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Beauty Companies Lead in Fair Trade
Posted: September 29, 2008
New research by Organic Monitor finds that natural and organic cosmetic companies are among the early adopters of fair-trade practices. A large number are implementing fair-trade sourcing policies, with some launching certified fair-trade products. Most product launches have been in the French market, which now has the largest number of cosmetic products with the internationally recognized Fair Trade mark.
The fair-trade concept is becoming popular as it involves ethical sourcing of cosmetic ingredients. It encourages sustainability and guarantees growers in developing countries get a fair price. Although the Body Shop has been the pioneer in ethical sourcing with its Community Trade program, the company is losing out to newcomers. A number of natural and organic cosmetic companies are setting up fair-trade grower projects in Africa, Asia and Latin America. Some are growing endangered plant species and investing in social community projects.
In its new Strategic Insights report, Organic Monitor evaluates the business potential of fair-trade cosmetics and ingredients, giving details of standards, certification and market potential. The study predicts adoption rates to rise as natural and organic cosmetic products become mainstream and as more certified fair-trade ingredients become available. A major restraint to market growth is the limited number of certified fair-trade ingredients.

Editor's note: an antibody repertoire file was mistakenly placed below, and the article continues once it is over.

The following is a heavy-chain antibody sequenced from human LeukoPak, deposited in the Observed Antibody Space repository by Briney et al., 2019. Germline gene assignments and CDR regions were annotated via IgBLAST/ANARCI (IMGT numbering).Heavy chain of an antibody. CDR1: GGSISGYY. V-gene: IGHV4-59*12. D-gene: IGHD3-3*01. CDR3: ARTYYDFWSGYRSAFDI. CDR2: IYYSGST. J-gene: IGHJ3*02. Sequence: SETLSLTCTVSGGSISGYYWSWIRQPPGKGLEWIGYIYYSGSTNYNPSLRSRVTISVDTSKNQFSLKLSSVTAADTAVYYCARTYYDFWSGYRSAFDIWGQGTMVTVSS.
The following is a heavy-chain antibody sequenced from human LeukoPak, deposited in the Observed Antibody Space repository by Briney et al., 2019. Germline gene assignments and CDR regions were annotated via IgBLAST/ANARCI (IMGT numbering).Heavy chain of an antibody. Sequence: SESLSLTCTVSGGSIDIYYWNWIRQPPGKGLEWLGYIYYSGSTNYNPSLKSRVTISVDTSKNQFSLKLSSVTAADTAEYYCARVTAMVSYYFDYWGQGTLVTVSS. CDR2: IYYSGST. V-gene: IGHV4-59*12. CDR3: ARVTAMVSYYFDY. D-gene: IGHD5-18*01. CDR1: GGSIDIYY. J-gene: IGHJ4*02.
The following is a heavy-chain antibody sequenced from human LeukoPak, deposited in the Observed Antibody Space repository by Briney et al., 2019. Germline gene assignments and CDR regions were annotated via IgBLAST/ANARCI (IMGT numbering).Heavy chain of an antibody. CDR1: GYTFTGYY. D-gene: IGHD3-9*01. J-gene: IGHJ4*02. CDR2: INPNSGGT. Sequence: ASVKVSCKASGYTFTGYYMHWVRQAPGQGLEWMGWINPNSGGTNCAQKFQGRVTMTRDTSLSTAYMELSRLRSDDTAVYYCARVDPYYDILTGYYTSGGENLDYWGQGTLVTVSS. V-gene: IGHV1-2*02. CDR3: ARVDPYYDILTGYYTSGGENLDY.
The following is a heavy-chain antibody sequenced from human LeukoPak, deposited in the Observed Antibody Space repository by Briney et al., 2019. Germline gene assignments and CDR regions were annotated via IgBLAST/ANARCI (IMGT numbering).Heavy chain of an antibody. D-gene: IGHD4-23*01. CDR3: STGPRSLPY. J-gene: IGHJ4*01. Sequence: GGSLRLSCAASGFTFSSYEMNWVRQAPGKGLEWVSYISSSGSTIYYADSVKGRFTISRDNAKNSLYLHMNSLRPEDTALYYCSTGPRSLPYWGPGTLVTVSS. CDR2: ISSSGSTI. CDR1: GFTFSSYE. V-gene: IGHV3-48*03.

The "mainstreaming" of the natural and organic cosmetics market, which involves products crossing over from specialist to mainstream retail channels, is also encouraging fair-trade practices. Pioneers such as Weleda are investing in fair-trade projects to guarantee supply of organic ingredients and to encourage sustainability. The entry of large cosmetic companies and leading retailers is straining supply of natural and organic cosmetic ingredients. Corporate social responsibility is also coming to the forefront as brands compete for limited shelf-space in retailers.
Preliminary research from Organic Monitor shows that the European market for natural and organic cosmetics is, in 2008, expected to break the $2 billion barrier for the first time. High market growth rates are occurring across Europe as consumers increasingly demand "chemically clean" and ecological-friendly cosmetics. Mainstreaming is leading to new product launches in supermarkets, hypermarkets, discount stores, drugstores and department stores.